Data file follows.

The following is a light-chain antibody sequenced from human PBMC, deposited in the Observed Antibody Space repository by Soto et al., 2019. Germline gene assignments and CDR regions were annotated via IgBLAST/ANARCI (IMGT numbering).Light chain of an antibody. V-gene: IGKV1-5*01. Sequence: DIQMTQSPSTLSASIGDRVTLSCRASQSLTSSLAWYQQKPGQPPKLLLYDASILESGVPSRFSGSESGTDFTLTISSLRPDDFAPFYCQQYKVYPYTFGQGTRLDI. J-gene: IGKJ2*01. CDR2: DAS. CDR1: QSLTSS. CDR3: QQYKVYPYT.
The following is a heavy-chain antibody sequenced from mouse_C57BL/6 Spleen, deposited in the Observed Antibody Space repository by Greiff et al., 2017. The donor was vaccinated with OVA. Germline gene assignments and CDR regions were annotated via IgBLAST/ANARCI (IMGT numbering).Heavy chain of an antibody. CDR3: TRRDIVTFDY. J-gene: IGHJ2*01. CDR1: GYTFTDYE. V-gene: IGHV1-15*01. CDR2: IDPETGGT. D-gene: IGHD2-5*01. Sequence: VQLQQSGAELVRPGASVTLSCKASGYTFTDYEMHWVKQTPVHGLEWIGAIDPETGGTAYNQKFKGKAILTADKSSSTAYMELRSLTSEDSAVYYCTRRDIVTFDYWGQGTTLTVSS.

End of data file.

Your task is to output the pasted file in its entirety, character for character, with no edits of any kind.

The following is a light-chain antibody sequenced from human PBMC, deposited in the Observed Antibody Space repository by Soto et al., 2019. Germline gene assignments and CDR regions were annotated via IgBLAST/ANARCI (IMGT numbering).Light chain of an antibody. V-gene: IGKV1-5*01. Sequence: DIQMTQSPSTLSASIGDRVTLSCRASQSLTSSLAWYQQKPGQPPKLLLYDASILESGVPSRFSGSESGTDFTLTISSLRPDDFAPFYCQQYKVYPYTFGQGTRLDI. J-gene: IGKJ2*01. CDR2: DAS. CDR1: QSLTSS. CDR3: QQYKVYPYT.
The following is a heavy-chain antibody sequenced from mouse_C57BL/6 Spleen, deposited in the Observed Antibody Space repository by Greiff et al., 2017. The donor was vaccinated with OVA. Germline gene assignments and CDR regions were annotated via IgBLAST/ANARCI (IMGT numbering).Heavy chain of an antibody. CDR3: TRRDIVTFDY. J-gene: IGHJ2*01. CDR1: GYTFTDYE. V-gene: IGHV1-15*01. CDR2: IDPETGGT. D-gene: IGHD2-5*01. Sequence: VQLQQSGAELVRPGASVTLSCKASGYTFTDYEMHWVKQTPVHGLEWIGAIDPETGGTAYNQKFKGKAILTADKSSSTAYMELRSLTSEDSAVYYCTRRDIVTFDYWGQGTTLTVSS.